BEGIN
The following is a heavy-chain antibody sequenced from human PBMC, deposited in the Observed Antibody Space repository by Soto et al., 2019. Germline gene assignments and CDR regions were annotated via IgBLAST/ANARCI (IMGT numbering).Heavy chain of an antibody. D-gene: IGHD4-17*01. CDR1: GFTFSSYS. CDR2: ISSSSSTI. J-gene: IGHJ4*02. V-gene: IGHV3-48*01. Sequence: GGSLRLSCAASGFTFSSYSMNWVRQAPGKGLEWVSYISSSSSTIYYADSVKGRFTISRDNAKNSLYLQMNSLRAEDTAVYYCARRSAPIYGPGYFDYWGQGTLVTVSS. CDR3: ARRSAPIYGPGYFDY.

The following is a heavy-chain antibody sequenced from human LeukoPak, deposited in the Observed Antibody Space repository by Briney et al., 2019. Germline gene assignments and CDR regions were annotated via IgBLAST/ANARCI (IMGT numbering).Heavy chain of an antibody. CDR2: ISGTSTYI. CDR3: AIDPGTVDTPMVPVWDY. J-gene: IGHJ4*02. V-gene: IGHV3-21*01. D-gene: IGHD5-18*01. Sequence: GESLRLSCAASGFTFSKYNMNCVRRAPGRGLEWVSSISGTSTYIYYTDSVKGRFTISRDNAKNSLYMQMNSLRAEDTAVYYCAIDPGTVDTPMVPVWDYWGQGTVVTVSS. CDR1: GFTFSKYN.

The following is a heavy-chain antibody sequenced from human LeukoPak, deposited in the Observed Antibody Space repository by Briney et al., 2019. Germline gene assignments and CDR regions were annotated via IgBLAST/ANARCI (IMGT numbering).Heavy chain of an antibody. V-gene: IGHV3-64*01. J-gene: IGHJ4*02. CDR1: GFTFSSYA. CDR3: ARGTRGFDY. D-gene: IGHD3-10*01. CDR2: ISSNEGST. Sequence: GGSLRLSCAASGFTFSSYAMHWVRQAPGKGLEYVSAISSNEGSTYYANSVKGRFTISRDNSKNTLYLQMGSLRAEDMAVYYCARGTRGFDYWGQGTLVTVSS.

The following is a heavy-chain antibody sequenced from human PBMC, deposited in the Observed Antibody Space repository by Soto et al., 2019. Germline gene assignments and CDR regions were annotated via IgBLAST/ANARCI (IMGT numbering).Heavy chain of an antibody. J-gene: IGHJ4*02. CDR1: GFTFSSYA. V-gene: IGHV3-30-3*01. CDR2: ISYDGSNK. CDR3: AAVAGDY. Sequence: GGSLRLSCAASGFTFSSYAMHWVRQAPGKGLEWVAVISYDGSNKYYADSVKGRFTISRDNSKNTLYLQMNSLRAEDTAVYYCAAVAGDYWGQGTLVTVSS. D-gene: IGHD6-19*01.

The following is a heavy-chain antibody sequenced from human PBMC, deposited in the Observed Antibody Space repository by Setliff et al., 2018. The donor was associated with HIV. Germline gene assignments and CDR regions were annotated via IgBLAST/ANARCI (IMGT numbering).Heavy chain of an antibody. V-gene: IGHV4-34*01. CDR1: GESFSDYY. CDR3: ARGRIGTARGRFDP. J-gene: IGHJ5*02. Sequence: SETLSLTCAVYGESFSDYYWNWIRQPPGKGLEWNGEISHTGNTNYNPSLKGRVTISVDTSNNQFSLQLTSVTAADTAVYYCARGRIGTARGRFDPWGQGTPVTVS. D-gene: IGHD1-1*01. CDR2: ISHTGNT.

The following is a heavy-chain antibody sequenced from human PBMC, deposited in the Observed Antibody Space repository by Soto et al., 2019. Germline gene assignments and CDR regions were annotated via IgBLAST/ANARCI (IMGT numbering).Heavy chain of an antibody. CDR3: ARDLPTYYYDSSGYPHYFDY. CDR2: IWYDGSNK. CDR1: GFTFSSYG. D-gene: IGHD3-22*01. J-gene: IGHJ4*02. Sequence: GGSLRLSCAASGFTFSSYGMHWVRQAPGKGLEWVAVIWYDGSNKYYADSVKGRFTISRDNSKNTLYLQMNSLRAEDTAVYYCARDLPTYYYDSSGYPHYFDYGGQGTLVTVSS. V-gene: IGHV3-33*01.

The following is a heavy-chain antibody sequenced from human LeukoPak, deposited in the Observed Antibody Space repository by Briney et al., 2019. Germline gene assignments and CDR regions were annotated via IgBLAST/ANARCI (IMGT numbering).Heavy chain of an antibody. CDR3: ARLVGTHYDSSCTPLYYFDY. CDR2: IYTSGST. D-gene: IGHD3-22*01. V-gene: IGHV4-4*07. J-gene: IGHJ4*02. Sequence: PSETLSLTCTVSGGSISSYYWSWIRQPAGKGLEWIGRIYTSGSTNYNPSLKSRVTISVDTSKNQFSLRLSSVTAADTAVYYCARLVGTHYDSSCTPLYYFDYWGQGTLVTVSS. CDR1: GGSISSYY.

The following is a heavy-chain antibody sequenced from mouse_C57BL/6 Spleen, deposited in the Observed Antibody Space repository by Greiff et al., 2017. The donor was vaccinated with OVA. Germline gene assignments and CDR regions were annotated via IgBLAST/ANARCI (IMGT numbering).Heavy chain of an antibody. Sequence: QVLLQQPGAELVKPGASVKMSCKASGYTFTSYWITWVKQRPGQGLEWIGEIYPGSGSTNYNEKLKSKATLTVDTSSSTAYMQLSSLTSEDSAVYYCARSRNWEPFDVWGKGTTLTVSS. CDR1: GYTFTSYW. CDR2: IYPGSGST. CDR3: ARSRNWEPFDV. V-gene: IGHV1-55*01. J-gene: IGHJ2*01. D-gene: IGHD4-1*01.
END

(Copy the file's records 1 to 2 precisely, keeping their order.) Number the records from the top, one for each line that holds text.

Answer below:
The following is a heavy-chain antibody sequenced from human PBMC, deposited in the Observed Antibody Space repository by Soto et al., 2019. Germline gene assignments and CDR regions were annotated via IgBLAST/ANARCI (IMGT numbering).Heavy chain of an antibody. D-gene: IGHD4-17*01. CDR1: GFTFSSYS. CDR2: ISSSSSTI. J-gene: IGHJ4*02. V-gene: IGHV3-48*01. Sequence: GGSLRLSCAASGFTFSSYSMNWVRQAPGKGLEWVSYISSSSSTIYYADSVKGRFTISRDNAKNSLYLQMNSLRAEDTAVYYCARRSAPIYGPGYFDYWGQGTLVTVSS. CDR3: ARRSAPIYGPGYFDY.

The following is a heavy-chain antibody sequenced from human LeukoPak, deposited in the Observed Antibody Space repository by Briney et al., 2019. Germline gene assignments and CDR regions were annotated via IgBLAST/ANARCI (IMGT numbering).Heavy chain of an antibody. CDR2: ISGTSTYI. CDR3: AIDPGTVDTPMVPVWDY. J-gene: IGHJ4*02. V-gene: IGHV3-21*01. D-gene: IGHD5-18*01. Sequence: GESLRLSCAASGFTFSKYNMNCVRRAPGRGLEWVSSISGTSTYIYYTDSVKGRFTISRDNAKNSLYMQMNSLRAEDTAVYYCAIDPGTVDTPMVPVWDYWGQGTVVTVSS. CDR1: GFTFSKYN.